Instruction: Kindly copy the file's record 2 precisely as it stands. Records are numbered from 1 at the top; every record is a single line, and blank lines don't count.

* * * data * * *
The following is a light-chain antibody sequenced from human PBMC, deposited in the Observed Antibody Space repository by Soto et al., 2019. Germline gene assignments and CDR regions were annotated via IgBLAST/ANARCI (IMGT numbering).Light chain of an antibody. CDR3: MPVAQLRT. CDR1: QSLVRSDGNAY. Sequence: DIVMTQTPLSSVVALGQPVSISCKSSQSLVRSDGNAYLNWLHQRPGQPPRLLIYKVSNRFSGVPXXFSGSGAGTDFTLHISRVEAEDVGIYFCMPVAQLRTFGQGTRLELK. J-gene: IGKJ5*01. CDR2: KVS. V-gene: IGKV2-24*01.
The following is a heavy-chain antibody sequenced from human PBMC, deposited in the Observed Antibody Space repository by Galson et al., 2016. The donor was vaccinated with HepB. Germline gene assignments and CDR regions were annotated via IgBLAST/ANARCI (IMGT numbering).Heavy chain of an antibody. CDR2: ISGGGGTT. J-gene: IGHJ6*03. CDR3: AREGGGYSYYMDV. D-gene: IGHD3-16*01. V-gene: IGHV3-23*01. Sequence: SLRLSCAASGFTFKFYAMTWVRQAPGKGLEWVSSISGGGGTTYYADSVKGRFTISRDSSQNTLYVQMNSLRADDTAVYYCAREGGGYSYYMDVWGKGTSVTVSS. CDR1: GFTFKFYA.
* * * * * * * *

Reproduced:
The following is a heavy-chain antibody sequenced from human PBMC, deposited in the Observed Antibody Space repository by Galson et al., 2016. The donor was vaccinated with HepB. Germline gene assignments and CDR regions were annotated via IgBLAST/ANARCI (IMGT numbering).Heavy chain of an antibody. CDR2: ISGGGGTT. J-gene: IGHJ6*03. CDR3: AREGGGYSYYMDV. D-gene: IGHD3-16*01. V-gene: IGHV3-23*01. Sequence: SLRLSCAASGFTFKFYAMTWVRQAPGKGLEWVSSISGGGGTTYYADSVKGRFTISRDSSQNTLYVQMNSLRADDTAVYYCAREGGGYSYYMDVWGKGTSVTVSS. CDR1: GFTFKFYA.